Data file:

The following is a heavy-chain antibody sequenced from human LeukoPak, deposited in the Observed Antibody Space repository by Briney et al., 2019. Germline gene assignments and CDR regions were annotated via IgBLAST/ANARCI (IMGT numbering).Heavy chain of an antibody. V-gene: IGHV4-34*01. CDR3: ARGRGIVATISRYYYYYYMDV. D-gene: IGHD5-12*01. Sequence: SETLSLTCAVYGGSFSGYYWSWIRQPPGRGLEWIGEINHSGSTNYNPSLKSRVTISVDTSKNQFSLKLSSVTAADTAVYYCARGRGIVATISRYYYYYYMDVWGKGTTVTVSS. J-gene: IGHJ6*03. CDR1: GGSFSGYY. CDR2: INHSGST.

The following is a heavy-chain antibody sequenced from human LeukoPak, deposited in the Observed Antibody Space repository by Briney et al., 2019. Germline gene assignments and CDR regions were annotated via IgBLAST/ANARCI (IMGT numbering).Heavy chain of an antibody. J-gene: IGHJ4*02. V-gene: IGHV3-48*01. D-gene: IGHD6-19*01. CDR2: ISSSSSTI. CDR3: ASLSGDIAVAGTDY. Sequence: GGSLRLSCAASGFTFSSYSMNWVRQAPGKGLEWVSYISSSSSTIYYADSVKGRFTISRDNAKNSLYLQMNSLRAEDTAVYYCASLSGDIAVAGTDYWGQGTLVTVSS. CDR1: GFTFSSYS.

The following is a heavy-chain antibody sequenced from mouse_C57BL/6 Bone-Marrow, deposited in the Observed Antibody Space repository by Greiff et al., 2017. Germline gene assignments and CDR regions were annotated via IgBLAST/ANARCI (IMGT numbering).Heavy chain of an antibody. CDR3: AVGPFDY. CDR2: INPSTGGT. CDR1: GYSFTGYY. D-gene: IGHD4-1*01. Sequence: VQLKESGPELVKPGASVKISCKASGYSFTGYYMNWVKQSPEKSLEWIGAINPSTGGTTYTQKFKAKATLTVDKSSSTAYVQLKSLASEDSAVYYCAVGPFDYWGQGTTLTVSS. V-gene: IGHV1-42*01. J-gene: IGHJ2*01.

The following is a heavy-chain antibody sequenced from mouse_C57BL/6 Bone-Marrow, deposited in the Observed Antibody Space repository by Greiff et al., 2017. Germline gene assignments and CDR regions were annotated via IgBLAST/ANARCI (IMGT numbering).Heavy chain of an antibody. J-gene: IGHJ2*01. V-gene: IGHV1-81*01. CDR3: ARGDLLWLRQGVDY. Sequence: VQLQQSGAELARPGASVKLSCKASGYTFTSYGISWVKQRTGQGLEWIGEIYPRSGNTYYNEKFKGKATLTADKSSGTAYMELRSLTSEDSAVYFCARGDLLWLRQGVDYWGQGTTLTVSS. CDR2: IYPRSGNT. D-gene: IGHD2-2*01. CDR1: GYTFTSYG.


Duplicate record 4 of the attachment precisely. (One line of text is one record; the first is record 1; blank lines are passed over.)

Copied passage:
The following is a heavy-chain antibody sequenced from mouse_C57BL/6 Bone-Marrow, deposited in the Observed Antibody Space repository by Greiff et al., 2017. Germline gene assignments and CDR regions were annotated via IgBLAST/ANARCI (IMGT numbering).Heavy chain of an antibody. J-gene: IGHJ2*01. V-gene: IGHV1-81*01. CDR3: ARGDLLWLRQGVDY. Sequence: VQLQQSGAELARPGASVKLSCKASGYTFTSYGISWVKQRTGQGLEWIGEIYPRSGNTYYNEKFKGKATLTADKSSGTAYMELRSLTSEDSAVYFCARGDLLWLRQGVDYWGQGTTLTVSS. CDR2: IYPRSGNT. D-gene: IGHD2-2*01. CDR1: GYTFTSYG.